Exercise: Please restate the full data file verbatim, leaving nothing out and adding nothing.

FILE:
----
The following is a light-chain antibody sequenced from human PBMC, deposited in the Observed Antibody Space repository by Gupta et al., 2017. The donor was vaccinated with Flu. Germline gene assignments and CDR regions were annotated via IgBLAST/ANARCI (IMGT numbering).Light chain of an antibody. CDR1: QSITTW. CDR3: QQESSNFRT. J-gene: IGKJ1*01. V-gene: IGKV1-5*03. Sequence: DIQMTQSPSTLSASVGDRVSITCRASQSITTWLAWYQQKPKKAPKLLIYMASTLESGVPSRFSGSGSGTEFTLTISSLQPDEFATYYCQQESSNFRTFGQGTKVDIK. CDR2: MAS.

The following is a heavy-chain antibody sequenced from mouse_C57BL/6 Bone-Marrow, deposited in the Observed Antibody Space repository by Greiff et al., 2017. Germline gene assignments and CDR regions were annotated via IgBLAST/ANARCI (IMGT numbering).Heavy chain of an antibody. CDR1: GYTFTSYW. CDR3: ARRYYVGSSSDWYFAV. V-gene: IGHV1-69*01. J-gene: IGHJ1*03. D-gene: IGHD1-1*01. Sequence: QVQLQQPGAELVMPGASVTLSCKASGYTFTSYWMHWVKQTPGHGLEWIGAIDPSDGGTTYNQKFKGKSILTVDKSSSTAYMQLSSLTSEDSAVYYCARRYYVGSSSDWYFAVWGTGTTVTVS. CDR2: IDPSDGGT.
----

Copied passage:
The following is a light-chain antibody sequenced from human PBMC, deposited in the Observed Antibody Space repository by Gupta et al., 2017. The donor was vaccinated with Flu. Germline gene assignments and CDR regions were annotated via IgBLAST/ANARCI (IMGT numbering).Light chain of an antibody. CDR1: QSITTW. CDR3: QQESSNFRT. J-gene: IGKJ1*01. V-gene: IGKV1-5*03. Sequence: DIQMTQSPSTLSASVGDRVSITCRASQSITTWLAWYQQKPKKAPKLLIYMASTLESGVPSRFSGSGSGTEFTLTISSLQPDEFATYYCQQESSNFRTFGQGTKVDIK. CDR2: MAS.

The following is a heavy-chain antibody sequenced from mouse_C57BL/6 Bone-Marrow, deposited in the Observed Antibody Space repository by Greiff et al., 2017. Germline gene assignments and CDR regions were annotated via IgBLAST/ANARCI (IMGT numbering).Heavy chain of an antibody. CDR1: GYTFTSYW. CDR3: ARRYYVGSSSDWYFAV. V-gene: IGHV1-69*01. J-gene: IGHJ1*03. D-gene: IGHD1-1*01. Sequence: QVQLQQPGAELVMPGASVTLSCKASGYTFTSYWMHWVKQTPGHGLEWIGAIDPSDGGTTYNQKFKGKSILTVDKSSSTAYMQLSSLTSEDSAVYYCARRYYVGSSSDWYFAVWGTGTTVTVS. CDR2: IDPSDGGT.